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© Lewis J. Perelman, 2012

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Executive Summary

Energy Innovation: Fixing the Technical Fix


Energy policy is what systems scientists literally call a “mess”: a tangle of economic, environmental, social, and technical problems stirred by competing and often conflicting political agendas.

Breakthrough Institute founders Ted Nordhaus and Michael Shellenberger have promoted the case for a fundamental shift in energy policy strategies—away from schemes to make dirty energy more expensive and instead a strategy to make clean energy cheap.  What they call an “emerging consensus” of analysts and centers agrees that a greatly increased investment in breakthrough technology innovation is essential to resolving the mess of energy-related economic, climate, and other problems.  

However, a number of complex issues make it more difficult to devise how the grand technology initiative is to be carried out, by whom, and with what results:



Moreover, in the current economic environment, financially distressed governments simply may not be able to provide the scale of investment called for.  However, a Plan B strategy for “innovation on a budget” is possible.  

Plan B begins with the recognition that a “big” energy innovation program does not necessarily need to be big in cost to the public treasury to be big in the scope of its reach, engagement, diversity, and impacts.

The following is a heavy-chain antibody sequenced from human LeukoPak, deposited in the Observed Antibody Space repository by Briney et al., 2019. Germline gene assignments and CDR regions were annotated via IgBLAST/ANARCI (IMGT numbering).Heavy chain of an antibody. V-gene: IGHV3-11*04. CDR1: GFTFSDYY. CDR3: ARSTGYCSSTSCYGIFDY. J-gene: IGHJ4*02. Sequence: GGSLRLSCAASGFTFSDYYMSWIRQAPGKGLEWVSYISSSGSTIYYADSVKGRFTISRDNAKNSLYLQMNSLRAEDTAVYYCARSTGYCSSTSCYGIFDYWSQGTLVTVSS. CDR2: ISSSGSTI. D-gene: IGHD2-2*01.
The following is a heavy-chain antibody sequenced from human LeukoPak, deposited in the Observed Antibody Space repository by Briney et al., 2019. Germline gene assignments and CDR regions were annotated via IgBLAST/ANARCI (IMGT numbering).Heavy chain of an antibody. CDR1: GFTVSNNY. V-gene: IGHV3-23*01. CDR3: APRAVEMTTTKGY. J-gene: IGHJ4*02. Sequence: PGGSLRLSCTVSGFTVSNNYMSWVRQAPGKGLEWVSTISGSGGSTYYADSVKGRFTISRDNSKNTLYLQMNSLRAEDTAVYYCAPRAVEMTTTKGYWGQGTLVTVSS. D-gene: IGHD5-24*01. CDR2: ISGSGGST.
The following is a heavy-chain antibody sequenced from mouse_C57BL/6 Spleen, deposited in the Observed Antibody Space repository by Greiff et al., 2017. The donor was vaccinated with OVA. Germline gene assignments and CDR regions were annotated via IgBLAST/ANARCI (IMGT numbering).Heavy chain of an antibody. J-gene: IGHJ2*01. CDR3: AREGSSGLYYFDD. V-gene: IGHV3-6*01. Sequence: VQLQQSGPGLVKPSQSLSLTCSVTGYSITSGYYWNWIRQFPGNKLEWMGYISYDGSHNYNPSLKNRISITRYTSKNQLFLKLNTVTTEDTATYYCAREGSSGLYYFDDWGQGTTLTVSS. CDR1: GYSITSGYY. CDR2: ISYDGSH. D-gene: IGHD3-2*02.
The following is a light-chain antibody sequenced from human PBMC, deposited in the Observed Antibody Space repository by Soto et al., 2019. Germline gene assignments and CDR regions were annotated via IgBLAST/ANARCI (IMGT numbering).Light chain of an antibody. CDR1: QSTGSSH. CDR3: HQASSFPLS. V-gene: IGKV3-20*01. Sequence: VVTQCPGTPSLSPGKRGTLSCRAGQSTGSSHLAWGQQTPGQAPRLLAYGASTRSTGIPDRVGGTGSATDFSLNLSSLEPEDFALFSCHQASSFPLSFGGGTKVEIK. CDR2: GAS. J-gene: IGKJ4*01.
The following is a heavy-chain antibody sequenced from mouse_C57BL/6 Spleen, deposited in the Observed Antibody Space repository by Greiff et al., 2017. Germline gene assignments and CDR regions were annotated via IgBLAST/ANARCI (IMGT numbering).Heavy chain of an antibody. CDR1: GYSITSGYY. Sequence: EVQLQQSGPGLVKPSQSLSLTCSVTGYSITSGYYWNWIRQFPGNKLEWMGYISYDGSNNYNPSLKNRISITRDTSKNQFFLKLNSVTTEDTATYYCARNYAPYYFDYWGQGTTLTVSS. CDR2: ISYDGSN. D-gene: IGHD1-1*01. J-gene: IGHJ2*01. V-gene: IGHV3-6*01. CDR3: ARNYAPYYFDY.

Rather, a number of limited-budget, efficient measures to promote significant innovation are available:



Several emerging-consensus collaborators agree that the organization of a breakthrough energy innovation program requires greater decentralization, regionalization, diversification, and broader overall participation than traditional centralized government technology projects.  The “mesh” architecture of modern information technology points the way.

An indicator of what a socially and digitally networked energy-innovation mesh may accomplish is the open-source IT movement that begat products such as the Linux operating system, the World Wide Web, Wikipedia, and such.  In fact leading-edge corporations now are using social networks to open up their innovation efforts to broad participation, demonstrating the potential of “Open Innovation.”

The energy innovation programs the emerging consensus is calling for should defocus activity to many diverse nodes at the edge, and nurture bottom-up innovation. And they should engage collaboration internationally, not just domestically.

Such a network-oriented program design can achieve broad and diverse participation more effectively and at lower cost than the traditional form of centralized, top-down, hub-and-spoke national programs.  The open innovation mesh is the key to untangle the energy policy mess.